Thursday, April 3, 2008

Jazzy Jambalaya

Jambalaya is yet another characteristic dish of New Orleans. Ralph Brennan's New Orleans Seafood Cookbook features a creole version of the dish made with andouille sausage, pickled pork or ham and shrimp on page 266. The book states that Jambalaya is one of the oldest of creole recipes. The dish seems to share origins between paellas, which are of Spanish origin, and traditional African rice dishes. Etymologically, the word Jambalaya is a combination of French and African Bantu terms. The French jambon means "ham", while the Bantu word "ya-ya" means rice.

Creole Jambalaya, as opposed to the Cajun version which does not feature tomatoes, originated in New Orleans' French Quarter according to Wikipedia. It evolved from Spanish paellas. A key spice in paellas, saffron, was difficult to acquire in the early days of the city due to the high cost of importing the spice from abroad. Creatively challenged, cooks began to substitute tomatoes, creating the dish we know today. The first printed reference to the word dates to 1872 while the 1909 edition of The Picayune's Creole Cookbook identifies the dish being of Spanish-Creole origin., in an article by Diana Rattray, offers an alternate explanation to the origins of the dish with this colorful story taken from The Dictionary of American Food and Drink:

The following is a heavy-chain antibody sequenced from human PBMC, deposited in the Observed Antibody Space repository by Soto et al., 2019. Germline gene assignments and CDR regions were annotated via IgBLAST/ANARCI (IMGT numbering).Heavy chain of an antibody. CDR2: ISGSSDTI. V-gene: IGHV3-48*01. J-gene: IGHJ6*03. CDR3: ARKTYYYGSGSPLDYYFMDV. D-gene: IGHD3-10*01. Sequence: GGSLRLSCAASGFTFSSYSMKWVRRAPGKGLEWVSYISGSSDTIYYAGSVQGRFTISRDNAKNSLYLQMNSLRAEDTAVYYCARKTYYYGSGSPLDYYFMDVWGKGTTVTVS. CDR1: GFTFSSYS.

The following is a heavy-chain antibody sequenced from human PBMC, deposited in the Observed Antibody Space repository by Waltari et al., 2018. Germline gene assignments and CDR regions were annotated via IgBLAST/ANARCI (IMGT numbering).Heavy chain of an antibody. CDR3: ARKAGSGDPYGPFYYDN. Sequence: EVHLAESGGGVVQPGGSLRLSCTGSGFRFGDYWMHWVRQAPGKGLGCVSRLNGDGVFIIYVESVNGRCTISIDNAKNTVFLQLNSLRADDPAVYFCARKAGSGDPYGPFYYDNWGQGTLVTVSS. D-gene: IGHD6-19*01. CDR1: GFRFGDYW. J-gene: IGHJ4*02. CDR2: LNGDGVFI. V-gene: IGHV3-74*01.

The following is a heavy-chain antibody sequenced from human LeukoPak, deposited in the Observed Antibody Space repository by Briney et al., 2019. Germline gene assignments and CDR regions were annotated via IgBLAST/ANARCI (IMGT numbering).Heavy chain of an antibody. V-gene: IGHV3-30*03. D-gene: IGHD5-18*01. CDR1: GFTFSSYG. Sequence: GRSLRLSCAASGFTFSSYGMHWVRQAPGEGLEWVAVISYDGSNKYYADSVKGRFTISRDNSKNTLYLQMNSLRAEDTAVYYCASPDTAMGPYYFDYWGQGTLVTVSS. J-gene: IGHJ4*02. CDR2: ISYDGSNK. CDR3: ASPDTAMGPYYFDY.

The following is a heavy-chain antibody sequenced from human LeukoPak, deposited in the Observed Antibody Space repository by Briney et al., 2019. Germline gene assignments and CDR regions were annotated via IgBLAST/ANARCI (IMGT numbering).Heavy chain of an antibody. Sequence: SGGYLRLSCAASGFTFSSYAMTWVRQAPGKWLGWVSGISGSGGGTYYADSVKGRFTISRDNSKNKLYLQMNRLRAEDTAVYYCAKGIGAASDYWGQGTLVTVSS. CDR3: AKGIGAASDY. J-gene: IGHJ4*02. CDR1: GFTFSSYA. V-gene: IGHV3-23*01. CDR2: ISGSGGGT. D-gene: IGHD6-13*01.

A gentleman stopped by a New Orleans inn late one night to find nothing left for him to dine upon. The owner thereupon told the cook, whose name was Jean, to "mix some things together" --balayez, in the dialect of Louisiana -- so the grateful guest pronounced the dish of odds-and-ends wonderful and named it "Jean Balayez.
In Gonzales, Louisiana, a gentleman by the name of Steve Juneau developed the idea of naming the city the "Jambalaya Capitol in the World" with an accompanying annual festival in order to promote the city. The city's title was confirmed in 1968 by Governor John J. McKeithen. Held over Memorial Day weekend, the festival's main event is the Jambalaya Cooking Contest. Other activities include a carnival, live music, car show and the crowning of the Jambalaya King and Queen.

SOURCE: "Jambalaya" 03/31/08
SOURCE: "Southern Food: Jambalaya"
SOURCE: "The Jambalaya Festival" 2008
photo courtesy of MetalCowboy, used under this Creative Commons license

No comments: